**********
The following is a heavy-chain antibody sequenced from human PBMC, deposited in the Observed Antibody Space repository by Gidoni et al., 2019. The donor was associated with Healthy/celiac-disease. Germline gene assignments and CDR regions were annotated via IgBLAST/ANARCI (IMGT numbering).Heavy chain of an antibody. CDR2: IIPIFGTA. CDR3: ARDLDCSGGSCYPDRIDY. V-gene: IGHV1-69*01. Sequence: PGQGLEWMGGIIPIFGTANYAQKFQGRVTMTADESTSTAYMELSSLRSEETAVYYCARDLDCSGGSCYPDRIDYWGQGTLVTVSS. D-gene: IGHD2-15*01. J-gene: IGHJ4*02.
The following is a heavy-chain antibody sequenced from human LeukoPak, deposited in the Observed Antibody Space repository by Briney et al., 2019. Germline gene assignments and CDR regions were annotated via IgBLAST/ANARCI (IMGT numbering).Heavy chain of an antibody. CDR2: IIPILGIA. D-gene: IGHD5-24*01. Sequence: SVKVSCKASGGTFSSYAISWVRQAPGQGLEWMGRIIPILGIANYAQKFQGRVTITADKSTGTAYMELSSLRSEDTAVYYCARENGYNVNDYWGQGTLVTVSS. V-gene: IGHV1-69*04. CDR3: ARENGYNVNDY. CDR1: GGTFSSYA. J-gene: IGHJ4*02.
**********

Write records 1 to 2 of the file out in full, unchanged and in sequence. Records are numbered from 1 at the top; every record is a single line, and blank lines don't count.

The following is a heavy-chain antibody sequenced from human PBMC, deposited in the Observed Antibody Space repository by Gidoni et al., 2019. The donor was associated with Healthy/celiac-disease. Germline gene assignments and CDR regions were annotated via IgBLAST/ANARCI (IMGT numbering).Heavy chain of an antibody. CDR2: IIPIFGTA. CDR3: ARDLDCSGGSCYPDRIDY. V-gene: IGHV1-69*01. Sequence: PGQGLEWMGGIIPIFGTANYAQKFQGRVTMTADESTSTAYMELSSLRSEETAVYYCARDLDCSGGSCYPDRIDYWGQGTLVTVSS. D-gene: IGHD2-15*01. J-gene: IGHJ4*02.
The following is a heavy-chain antibody sequenced from human LeukoPak, deposited in the Observed Antibody Space repository by Briney et al., 2019. Germline gene assignments and CDR regions were annotated via IgBLAST/ANARCI (IMGT numbering).Heavy chain of an antibody. CDR2: IIPILGIA. D-gene: IGHD5-24*01. Sequence: SVKVSCKASGGTFSSYAISWVRQAPGQGLEWMGRIIPILGIANYAQKFQGRVTITADKSTGTAYMELSSLRSEDTAVYYCARENGYNVNDYWGQGTLVTVSS. V-gene: IGHV1-69*04. CDR3: ARENGYNVNDY. CDR1: GGTFSSYA. J-gene: IGHJ4*02.